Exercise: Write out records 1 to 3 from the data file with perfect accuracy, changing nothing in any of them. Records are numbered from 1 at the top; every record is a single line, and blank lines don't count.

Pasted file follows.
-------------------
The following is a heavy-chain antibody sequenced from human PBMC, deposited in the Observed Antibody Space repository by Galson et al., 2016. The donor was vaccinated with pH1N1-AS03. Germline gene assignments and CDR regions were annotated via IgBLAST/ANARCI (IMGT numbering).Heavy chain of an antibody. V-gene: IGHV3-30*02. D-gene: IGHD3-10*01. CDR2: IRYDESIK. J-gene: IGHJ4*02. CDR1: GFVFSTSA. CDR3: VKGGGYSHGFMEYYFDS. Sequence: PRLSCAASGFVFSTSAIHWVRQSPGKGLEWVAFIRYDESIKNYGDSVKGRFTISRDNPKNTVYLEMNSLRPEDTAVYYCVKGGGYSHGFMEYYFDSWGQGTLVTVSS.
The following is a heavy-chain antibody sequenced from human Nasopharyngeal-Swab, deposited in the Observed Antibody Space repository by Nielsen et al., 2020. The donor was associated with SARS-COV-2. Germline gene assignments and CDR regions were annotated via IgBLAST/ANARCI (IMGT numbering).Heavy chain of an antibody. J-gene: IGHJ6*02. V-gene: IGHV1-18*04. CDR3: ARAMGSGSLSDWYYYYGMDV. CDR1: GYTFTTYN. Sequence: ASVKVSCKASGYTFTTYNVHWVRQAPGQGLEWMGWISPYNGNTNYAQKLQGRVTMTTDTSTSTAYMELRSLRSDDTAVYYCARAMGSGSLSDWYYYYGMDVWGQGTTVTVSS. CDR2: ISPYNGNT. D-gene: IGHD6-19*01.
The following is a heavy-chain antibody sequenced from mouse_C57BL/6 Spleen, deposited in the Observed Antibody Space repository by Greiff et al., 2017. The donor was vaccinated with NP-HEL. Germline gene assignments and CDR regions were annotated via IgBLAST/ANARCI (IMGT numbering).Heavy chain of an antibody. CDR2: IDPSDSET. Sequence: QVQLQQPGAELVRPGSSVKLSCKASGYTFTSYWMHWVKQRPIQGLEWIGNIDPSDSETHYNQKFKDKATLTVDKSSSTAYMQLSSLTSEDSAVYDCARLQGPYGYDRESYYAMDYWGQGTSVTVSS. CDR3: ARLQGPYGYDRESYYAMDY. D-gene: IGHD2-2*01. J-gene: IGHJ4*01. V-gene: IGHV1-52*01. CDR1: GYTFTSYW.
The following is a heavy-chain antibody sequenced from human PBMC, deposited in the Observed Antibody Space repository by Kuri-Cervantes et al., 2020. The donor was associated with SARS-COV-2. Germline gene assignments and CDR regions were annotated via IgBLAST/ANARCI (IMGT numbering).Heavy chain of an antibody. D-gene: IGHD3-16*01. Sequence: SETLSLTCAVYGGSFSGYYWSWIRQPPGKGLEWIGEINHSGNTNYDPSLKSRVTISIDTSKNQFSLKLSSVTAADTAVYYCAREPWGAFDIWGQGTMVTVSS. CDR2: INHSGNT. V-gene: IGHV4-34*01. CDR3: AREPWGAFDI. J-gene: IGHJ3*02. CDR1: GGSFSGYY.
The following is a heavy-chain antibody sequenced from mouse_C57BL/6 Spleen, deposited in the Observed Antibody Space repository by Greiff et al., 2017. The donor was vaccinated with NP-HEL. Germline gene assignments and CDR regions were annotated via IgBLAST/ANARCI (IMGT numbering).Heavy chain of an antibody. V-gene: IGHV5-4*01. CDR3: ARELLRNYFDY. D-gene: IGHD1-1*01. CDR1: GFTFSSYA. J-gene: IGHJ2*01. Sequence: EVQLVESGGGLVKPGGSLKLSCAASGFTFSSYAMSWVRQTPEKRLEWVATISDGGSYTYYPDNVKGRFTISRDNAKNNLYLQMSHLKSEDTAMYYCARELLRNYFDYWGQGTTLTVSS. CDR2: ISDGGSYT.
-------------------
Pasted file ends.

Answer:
The following is a heavy-chain antibody sequenced from human PBMC, deposited in the Observed Antibody Space repository by Galson et al., 2016. The donor was vaccinated with pH1N1-AS03. Germline gene assignments and CDR regions were annotated via IgBLAST/ANARCI (IMGT numbering).Heavy chain of an antibody. V-gene: IGHV3-30*02. D-gene: IGHD3-10*01. CDR2: IRYDESIK. J-gene: IGHJ4*02. CDR1: GFVFSTSA. CDR3: VKGGGYSHGFMEYYFDS. Sequence: PRLSCAASGFVFSTSAIHWVRQSPGKGLEWVAFIRYDESIKNYGDSVKGRFTISRDNPKNTVYLEMNSLRPEDTAVYYCVKGGGYSHGFMEYYFDSWGQGTLVTVSS.
The following is a heavy-chain antibody sequenced from human Nasopharyngeal-Swab, deposited in the Observed Antibody Space repository by Nielsen et al., 2020. The donor was associated with SARS-COV-2. Germline gene assignments and CDR regions were annotated via IgBLAST/ANARCI (IMGT numbering).Heavy chain of an antibody. J-gene: IGHJ6*02. V-gene: IGHV1-18*04. CDR3: ARAMGSGSLSDWYYYYGMDV. CDR1: GYTFTTYN. Sequence: ASVKVSCKASGYTFTTYNVHWVRQAPGQGLEWMGWISPYNGNTNYAQKLQGRVTMTTDTSTSTAYMELRSLRSDDTAVYYCARAMGSGSLSDWYYYYGMDVWGQGTTVTVSS. CDR2: ISPYNGNT. D-gene: IGHD6-19*01.
The following is a heavy-chain antibody sequenced from mouse_C57BL/6 Spleen, deposited in the Observed Antibody Space repository by Greiff et al., 2017. The donor was vaccinated with NP-HEL. Germline gene assignments and CDR regions were annotated via IgBLAST/ANARCI (IMGT numbering).Heavy chain of an antibody. CDR2: IDPSDSET. Sequence: QVQLQQPGAELVRPGSSVKLSCKASGYTFTSYWMHWVKQRPIQGLEWIGNIDPSDSETHYNQKFKDKATLTVDKSSSTAYMQLSSLTSEDSAVYDCARLQGPYGYDRESYYAMDYWGQGTSVTVSS. CDR3: ARLQGPYGYDRESYYAMDY. D-gene: IGHD2-2*01. J-gene: IGHJ4*01. V-gene: IGHV1-52*01. CDR1: GYTFTSYW.